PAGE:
Former Colorado Speaker of the House Ruben Valdez, a fixture at the state Capitol for nearly five decades, died Oct. 1 at the age of 82.
Valdez, a Democrat, served in the Colorado House from 1971 to 1978, representing west and southwest Denver. He was the first Hispanic speaker of the House, from 1975-76. Until 2005, he was the only Democrat to serve in the position.
His signature issue — bilingual and bicultural education — stemmed from his days in Trinidad, during which he acted as an interpreter for children who couldn't speak English.
Valdez never slowed down; after his time in government, he ran a successful public affairs firm and worked with the Denver Foundation to raise money for a charter school in west Denver named in his honor in 2015. The Ruben Valdez Achievement Campus at 2626 West Evans in Denver houses the Strive Prep Academy.
Former state Rep. Polly Baca of Denver served with Valdez, beginning in 1974, and told Colorado Politics that Valdez was a great friend and mentor.
"I was always proud of the fact that I encouraged him to run for speaker" and later to vote for him, Baca said. He appointed Baca as vice-chair of the rules committee, and that meant sitting with Valdez every day and seeing what bills would be heard.
"He was incredibly wise," she said. "He really understood the legislature and how to treat others, and how to build coalitions."
"I asked him once, 'how do you do it?' He replied 'I do one thing at a time.'"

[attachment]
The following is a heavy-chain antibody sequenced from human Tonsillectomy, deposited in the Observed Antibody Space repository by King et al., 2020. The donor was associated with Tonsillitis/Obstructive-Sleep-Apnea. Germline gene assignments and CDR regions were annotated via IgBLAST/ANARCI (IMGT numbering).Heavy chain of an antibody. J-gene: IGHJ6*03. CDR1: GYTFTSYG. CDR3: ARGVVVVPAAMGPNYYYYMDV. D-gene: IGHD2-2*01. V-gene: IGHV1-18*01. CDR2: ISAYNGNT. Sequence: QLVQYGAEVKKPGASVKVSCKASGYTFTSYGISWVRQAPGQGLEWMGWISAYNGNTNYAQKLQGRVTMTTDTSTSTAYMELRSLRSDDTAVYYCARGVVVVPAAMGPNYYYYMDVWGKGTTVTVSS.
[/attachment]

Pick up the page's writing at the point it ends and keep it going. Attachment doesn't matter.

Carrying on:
That was the secret to his success, Baca said, not getting overloaded and moving on to the next issue.
Even after both were out of the legislature, they continued to meet for lunch. He was always ready with advice, she said. "We were friends to the end. He had a great spirit."
Valdez was a native of Trinidad, born Jan. 27, 1937, and the youngest of nine children. He dropped out of high school and went to work in Pueblo in a brick factory. Later, he moved to Denver, finished high school and obtained a bachelor's degree in political science from Loretto Heights College at the age of 37, while simultaneously serving in the General Assembly.
He and his late wife, Virginia, who passed away in March 1999, have three children, all of whom survive him, and seven grandchildren.
After his time in the House, Valdez served as the regional director of the U.S. Department of Transportation in the Carter administration, and then went to work for Gov. Richard Lamm, with whom he had served when both were in the House. Valdez first worked as executive director of the Department of Social Services (now the Department of Health Care Policy and Financing) and then, in a joint position, as executive director of the Department of Labor and Employment.
Valdez never really left the state Capitol; he became a lobbyist and was a daily fixture for decades. His granddaughter, Amber, worked alongside him at Valdez Public Affairs.
Amber Valdez and Valdez's daughter, Peggy, shared the following remembrance of their father and grandfather with Colorado Politics Wednesday.
Amber and Ruben had a "beautiful working relationship" in addition to the familial one, Peggy said. "He didn’t work as much in his later years, and she started picking up the work. It was good for both of them; her work allowed him to do what he loved."
Amber added that the family would have to tell the two of them at Thanksgiving, "No more politics today!" She also introduced her grandfather to smart technology, hooking him up with his first smartphone and email address.
"I took him into this century," Amber joked, but said Ruben later was lost when he lost his phone.
He was proud of his legislative career, said Peggy, "but most proud of the school. He went into the school a lot and talked to the kids."
"The relationship with the students was so special," she added. "While he would never get to see them graduate, they will carry on his legacy."
Valdez also loved being the patriarch of the family and someone everyone in the family looked up to, added Amber.